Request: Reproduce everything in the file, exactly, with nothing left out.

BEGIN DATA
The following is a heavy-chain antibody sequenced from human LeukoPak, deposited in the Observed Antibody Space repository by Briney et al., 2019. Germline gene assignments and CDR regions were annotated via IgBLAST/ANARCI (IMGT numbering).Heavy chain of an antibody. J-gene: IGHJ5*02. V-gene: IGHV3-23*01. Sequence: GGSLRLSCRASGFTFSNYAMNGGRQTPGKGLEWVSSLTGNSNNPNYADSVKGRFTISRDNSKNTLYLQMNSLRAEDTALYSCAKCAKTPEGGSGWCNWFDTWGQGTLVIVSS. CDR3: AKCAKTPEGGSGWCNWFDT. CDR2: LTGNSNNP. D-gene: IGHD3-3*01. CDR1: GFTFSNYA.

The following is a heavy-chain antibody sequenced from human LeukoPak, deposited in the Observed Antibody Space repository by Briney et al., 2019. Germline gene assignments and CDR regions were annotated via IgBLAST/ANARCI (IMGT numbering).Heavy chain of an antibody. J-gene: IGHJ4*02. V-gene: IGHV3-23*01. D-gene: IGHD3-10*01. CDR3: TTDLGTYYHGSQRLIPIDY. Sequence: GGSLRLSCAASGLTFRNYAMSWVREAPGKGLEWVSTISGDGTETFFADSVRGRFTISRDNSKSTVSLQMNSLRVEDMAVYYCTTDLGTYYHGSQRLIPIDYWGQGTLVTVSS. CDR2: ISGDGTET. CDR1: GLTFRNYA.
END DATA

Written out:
The following is a heavy-chain antibody sequenced from human LeukoPak, deposited in the Observed Antibody Space repository by Briney et al., 2019. Germline gene assignments and CDR regions were annotated via IgBLAST/ANARCI (IMGT numbering).Heavy chain of an antibody. J-gene: IGHJ5*02. V-gene: IGHV3-23*01. Sequence: GGSLRLSCRASGFTFSNYAMNGGRQTPGKGLEWVSSLTGNSNNPNYADSVKGRFTISRDNSKNTLYLQMNSLRAEDTALYSCAKCAKTPEGGSGWCNWFDTWGQGTLVIVSS. CDR3: AKCAKTPEGGSGWCNWFDT. CDR2: LTGNSNNP. D-gene: IGHD3-3*01. CDR1: GFTFSNYA.

The following is a heavy-chain antibody sequenced from human LeukoPak, deposited in the Observed Antibody Space repository by Briney et al., 2019. Germline gene assignments and CDR regions were annotated via IgBLAST/ANARCI (IMGT numbering).Heavy chain of an antibody. J-gene: IGHJ4*02. V-gene: IGHV3-23*01. D-gene: IGHD3-10*01. CDR3: TTDLGTYYHGSQRLIPIDY. Sequence: GGSLRLSCAASGLTFRNYAMSWVREAPGKGLEWVSTISGDGTETFFADSVRGRFTISRDNSKSTVSLQMNSLRVEDMAVYYCTTDLGTYYHGSQRLIPIDYWGQGTLVTVSS. CDR2: ISGDGTET. CDR1: GLTFRNYA.